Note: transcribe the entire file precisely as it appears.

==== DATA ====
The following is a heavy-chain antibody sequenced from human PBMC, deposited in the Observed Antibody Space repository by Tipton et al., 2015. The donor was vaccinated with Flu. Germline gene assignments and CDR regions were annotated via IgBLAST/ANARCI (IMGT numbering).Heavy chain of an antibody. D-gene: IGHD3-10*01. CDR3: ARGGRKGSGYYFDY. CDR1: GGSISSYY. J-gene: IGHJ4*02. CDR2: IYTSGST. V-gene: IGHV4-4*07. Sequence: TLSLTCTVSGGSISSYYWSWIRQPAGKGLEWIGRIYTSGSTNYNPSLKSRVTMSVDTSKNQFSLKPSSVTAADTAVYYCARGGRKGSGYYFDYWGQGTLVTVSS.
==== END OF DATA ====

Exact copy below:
The following is a heavy-chain antibody sequenced from human PBMC, deposited in the Observed Antibody Space repository by Tipton et al., 2015. The donor was vaccinated with Flu. Germline gene assignments and CDR regions were annotated via IgBLAST/ANARCI (IMGT numbering).Heavy chain of an antibody. D-gene: IGHD3-10*01. CDR3: ARGGRKGSGYYFDY. CDR1: GGSISSYY. J-gene: IGHJ4*02. CDR2: IYTSGST. V-gene: IGHV4-4*07. Sequence: TLSLTCTVSGGSISSYYWSWIRQPAGKGLEWIGRIYTSGSTNYNPSLKSRVTMSVDTSKNQFSLKPSSVTAADTAVYYCARGGRKGSGYYFDYWGQGTLVTVSS.